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Examples of Protectorates

Protectorates differ from colonies in that citizens of an imperialist country do not often live there. The smaller country controls itself but is not independent from the imperialist country, which gives it protection. Britain, for example, had far more protectorates than it had colonies during the height of the British empire. Examples of protectorates throughout history include:

  • Malta Protectorate (A.D. 1800-A.D. 1813) - period of time after the Maltese uprising against the French, but before Malta became a British colony
  • United States of the Ionian Islands (A.D. 1815-A.D. 1864) - Greek state given to British King George that established British trading privileges
  • Princely State of India (A.D. 1858-A.D. 1947) - also known as a princely state, the subcontinent of India was never directly governed by Britain, but was subject under indirect rule by means of British protectorate
  • Chinese Protectorate (A.D. 1877-A.D. 1900) - administrative body set up in to oversee and improve the living conditions of Chinese residents in the British Straits Settlements, including eliminating human rights violations
  • French Morocco (A.D. 1912-A.D. 1956) - French Protectorate of Morocco established by the Treaty of Fez, which did not strip Morocco of its sovereignty but established de facto French control

Examples of Spheres of Influence

Even though many of these empires have seen their powers wane over the years, they still maintain a cultural link to their previous colonies. This is known as a sphere of influence, which can range from historical connections between countries to cultural and political control over another nation. Here are some examples of spheres of influence from history:

  • Roman Sphere of Influence - ongoing influence of Roman language, government, ideas, and philosophies into Europe (and all over the world) long after the fall of the Roman Empire
  • Monroe Doctrine (1823) - President James Monroe declares that the New World (new United States) and Old World (England) will be separate spheres of control, officially making the United States sovereign from its colonizers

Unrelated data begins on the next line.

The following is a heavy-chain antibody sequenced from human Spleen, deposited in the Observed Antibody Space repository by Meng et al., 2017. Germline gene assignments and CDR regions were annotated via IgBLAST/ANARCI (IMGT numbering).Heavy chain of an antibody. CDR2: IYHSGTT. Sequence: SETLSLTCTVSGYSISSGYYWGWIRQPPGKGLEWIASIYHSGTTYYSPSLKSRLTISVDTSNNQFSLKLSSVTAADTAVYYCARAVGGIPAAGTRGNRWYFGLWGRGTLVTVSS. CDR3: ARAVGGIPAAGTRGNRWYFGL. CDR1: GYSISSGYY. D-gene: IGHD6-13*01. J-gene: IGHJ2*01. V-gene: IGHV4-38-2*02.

• Qing China (1800s) - eight nations split influential (not political) control of Qing China for trading rights
  • Anglo-Russian Convention (1907) - established spheres of influence for Britain and Russian over Persia (modern-day Iran)
  • West and East Berlin - American, British and French sectors of control (West Berlin) and Soviet sector of control (East Berlin) after the fall of Germany in World War II
  • Soviet Union - connection of Central Europe, Eastern Europe, Cuba, Vietnam, North Korea, and the People's Republic of China under the Soviet sphere of influence
  • Modern American influence - many countries around the world who are not under American political control are still in the superpower's sphere of influence, including English acquisition, pop culture, and democracy
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The Evolution of World Empires

While there are no major world powers that officially control the majority of the planet, it's important to note that imperialism functions in several different ways. Now that you've seen examples of imperialism in world history, check out these examples of ethnocentrism that often lead to the rise of imperialism. You can also take a look at how forces of nationalism can cause powerful nations to devalue or take advantage of other countries around the world. From there, explore the difference between imperialism vs. colonialism.